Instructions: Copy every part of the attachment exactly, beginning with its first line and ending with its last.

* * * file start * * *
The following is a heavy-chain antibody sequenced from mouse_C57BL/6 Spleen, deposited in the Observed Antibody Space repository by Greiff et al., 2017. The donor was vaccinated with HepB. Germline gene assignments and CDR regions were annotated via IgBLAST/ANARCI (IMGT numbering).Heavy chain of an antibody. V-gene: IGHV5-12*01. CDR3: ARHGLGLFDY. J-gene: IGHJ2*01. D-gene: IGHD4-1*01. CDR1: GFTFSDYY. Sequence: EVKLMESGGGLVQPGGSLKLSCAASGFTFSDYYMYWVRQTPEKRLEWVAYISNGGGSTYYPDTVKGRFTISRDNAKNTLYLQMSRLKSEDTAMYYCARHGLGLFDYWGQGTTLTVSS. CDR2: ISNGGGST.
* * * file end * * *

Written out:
The following is a heavy-chain antibody sequenced from mouse_C57BL/6 Spleen, deposited in the Observed Antibody Space repository by Greiff et al., 2017. The donor was vaccinated with HepB. Germline gene assignments and CDR regions were annotated via IgBLAST/ANARCI (IMGT numbering).Heavy chain of an antibody. V-gene: IGHV5-12*01. CDR3: ARHGLGLFDY. J-gene: IGHJ2*01. D-gene: IGHD4-1*01. CDR1: GFTFSDYY. Sequence: EVKLMESGGGLVQPGGSLKLSCAASGFTFSDYYMYWVRQTPEKRLEWVAYISNGGGSTYYPDTVKGRFTISRDNAKNTLYLQMSRLKSEDTAMYYCARHGLGLFDYWGQGTTLTVSS. CDR2: ISNGGGST.